The sale/leaseback model continues to see traction among data center operators and investors. In the latest example, Carter Validus Mission Critical REIT has acquired two properties from data center provider IO, which will continue to use the facilities through a long-term lease. Carter Validus paid $125 million to purchase the IO Phoenix and IO Scottsdale buildings, the company's first two facilities.
The financial transaction will have no impact on operations in the two data centers, where IO will continue to support customers on a "business as usual" basis. IO also leases its properties in New Jersey and Singapore.
In a sale-leaseback deal, a property owner sells a property to an investor, while agreeing to continue to lease space in the building. The transaction generates cash for the former owner (now the tenant), and provides the new owner with steady rent. These deals are particularly attractive when the initial owner is a blue-chip company with a strong credit rating.
Carter Validus has a track record of buying properties owned by service providers, who then become the tenants and continue to operate their business. It has done three sale-leaseback deals with AT&T, and also has acquired buildings housing data centers operated by Internap, Peak 10, Atos and Equinix.
Focus on Core Competencies
The companies said the partnership allows both to focus on their core competencies. IO will continue to deliver colocation and cloud services across its global data center footprint, while landlord Carter Validus will gain revenue from the lease.
“This transaction is aligned with IO’s long-term strategic plan,” said Anthony Wanger, president of IO. “Partnering with Carter Validus allows IO to concentrate its focus on what we do best: Operating world-class IO data centers for our customers.”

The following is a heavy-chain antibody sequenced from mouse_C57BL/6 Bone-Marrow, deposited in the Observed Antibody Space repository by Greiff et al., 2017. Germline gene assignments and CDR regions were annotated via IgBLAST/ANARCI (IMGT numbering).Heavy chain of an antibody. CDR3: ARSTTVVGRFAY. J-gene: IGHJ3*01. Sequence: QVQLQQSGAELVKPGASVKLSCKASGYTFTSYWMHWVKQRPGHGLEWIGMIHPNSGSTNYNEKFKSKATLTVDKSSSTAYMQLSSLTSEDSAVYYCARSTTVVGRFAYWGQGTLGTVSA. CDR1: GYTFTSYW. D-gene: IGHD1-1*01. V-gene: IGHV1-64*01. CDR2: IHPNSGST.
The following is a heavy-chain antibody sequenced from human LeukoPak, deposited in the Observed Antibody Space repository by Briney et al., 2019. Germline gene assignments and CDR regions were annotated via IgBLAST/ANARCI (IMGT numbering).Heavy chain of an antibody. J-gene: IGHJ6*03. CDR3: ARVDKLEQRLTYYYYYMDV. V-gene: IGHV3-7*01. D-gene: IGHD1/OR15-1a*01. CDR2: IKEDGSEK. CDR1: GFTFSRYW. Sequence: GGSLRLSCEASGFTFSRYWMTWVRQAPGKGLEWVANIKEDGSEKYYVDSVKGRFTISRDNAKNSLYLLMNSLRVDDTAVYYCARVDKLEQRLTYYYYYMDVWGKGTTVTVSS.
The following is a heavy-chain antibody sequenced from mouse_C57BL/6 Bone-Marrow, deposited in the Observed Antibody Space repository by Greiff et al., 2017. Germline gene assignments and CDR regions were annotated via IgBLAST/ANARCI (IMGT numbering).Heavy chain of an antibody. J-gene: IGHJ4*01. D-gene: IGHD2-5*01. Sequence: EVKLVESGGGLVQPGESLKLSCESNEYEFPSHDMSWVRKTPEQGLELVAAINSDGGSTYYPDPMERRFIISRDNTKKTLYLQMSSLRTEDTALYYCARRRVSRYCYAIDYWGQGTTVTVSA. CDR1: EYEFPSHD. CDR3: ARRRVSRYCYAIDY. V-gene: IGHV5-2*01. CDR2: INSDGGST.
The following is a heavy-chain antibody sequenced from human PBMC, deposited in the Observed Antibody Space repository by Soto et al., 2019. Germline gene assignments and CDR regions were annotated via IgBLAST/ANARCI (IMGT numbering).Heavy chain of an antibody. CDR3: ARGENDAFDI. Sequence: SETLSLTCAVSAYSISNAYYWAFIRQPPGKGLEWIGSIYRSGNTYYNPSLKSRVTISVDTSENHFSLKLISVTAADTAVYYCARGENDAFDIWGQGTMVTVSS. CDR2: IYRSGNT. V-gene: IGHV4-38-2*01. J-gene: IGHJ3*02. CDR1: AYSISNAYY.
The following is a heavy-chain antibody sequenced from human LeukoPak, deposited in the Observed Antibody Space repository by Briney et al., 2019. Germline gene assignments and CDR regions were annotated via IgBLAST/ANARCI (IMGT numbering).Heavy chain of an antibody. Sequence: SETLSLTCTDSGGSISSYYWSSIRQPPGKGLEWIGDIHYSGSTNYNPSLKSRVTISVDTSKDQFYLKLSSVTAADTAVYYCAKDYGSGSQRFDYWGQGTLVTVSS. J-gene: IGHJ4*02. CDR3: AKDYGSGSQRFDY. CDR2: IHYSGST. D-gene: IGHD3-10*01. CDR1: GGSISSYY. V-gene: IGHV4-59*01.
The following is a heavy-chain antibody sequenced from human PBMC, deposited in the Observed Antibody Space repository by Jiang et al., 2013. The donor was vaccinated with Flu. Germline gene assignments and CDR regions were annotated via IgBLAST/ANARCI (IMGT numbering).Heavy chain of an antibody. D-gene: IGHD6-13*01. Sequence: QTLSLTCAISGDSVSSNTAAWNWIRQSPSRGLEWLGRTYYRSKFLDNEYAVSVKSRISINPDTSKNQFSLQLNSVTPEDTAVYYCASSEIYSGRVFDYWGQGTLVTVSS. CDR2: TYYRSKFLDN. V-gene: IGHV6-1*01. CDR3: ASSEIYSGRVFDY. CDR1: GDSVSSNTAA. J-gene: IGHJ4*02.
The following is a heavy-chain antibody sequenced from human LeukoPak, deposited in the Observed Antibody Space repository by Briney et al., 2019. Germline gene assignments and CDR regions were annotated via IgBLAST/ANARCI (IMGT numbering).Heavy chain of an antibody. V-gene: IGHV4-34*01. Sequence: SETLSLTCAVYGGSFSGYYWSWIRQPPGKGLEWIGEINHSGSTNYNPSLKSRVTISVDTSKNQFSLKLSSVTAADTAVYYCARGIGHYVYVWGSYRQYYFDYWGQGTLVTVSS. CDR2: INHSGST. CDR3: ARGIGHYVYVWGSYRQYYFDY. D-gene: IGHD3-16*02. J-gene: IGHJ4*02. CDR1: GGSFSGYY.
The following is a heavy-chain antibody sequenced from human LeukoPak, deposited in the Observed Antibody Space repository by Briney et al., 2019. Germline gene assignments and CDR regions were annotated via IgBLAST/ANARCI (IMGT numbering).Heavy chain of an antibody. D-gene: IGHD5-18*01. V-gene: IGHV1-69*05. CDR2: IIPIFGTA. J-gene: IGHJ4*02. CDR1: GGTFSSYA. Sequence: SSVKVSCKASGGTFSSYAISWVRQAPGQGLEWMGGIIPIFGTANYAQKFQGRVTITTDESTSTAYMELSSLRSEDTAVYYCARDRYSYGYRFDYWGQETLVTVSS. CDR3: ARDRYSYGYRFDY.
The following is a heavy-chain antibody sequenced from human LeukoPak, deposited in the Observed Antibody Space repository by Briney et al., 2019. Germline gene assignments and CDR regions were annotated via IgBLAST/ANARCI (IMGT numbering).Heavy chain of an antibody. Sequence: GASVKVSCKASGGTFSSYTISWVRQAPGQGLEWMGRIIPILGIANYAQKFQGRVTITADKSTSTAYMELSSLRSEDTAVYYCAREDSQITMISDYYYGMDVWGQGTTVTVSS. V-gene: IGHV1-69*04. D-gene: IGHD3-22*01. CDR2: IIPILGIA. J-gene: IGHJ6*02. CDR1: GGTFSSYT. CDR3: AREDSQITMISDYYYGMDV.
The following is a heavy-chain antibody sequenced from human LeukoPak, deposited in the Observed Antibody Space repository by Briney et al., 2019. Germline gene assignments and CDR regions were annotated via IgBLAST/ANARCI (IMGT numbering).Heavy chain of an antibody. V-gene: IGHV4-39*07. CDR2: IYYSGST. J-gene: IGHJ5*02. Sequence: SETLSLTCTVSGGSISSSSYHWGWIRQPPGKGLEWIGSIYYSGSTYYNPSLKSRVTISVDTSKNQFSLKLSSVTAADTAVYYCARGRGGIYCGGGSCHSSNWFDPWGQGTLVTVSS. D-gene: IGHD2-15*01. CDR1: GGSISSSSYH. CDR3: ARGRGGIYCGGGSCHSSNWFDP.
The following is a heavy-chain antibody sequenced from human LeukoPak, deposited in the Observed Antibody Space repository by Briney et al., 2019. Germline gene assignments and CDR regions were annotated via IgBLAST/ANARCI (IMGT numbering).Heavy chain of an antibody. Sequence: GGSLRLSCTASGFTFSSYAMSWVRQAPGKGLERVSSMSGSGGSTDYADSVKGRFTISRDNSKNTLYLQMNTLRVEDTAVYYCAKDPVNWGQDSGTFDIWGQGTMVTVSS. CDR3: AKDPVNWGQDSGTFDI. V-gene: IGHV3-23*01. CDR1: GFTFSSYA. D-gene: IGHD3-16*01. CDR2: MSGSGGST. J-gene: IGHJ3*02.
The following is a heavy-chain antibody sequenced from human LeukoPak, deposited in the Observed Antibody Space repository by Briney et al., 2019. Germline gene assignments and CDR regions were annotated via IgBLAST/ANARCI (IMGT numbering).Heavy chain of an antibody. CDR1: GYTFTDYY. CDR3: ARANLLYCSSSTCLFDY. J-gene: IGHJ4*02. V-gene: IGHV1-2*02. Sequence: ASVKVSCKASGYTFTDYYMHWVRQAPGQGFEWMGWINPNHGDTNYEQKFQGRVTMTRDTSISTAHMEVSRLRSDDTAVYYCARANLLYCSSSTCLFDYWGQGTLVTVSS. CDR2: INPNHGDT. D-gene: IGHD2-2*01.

As a real estate investment trust, Carter Validus Mission Critical REIT owns real estate and generates income from tenant leases. The company is focused on two sectors, data center and healthcare, citing societal trends that it believes will boost demand for data storage and outpatient healthcare.
“We are excited about adding IO to our roster of strong data center tenants in our portfolio and look forward to our continued relationship with them,” said Michael Seton, president and chief investment officer, Carter Validus Advisors, LLC. “The quality of these two assets will be a great addition to our growing portfolio of high quality mission critical assets.”
IO Phoenix is one of the world's largest data centers, with more than 500,000 square feet of space, and is divided between traditional raised-floor colocation space and modular deployments using IO's factory-built IO.Anywhere enclosures. IO Scottsdale, which was the company's initial data center, is a 125,000 square foot facility. IO opened Scottsdale in 2007, followed by the Phoenix site in 2009.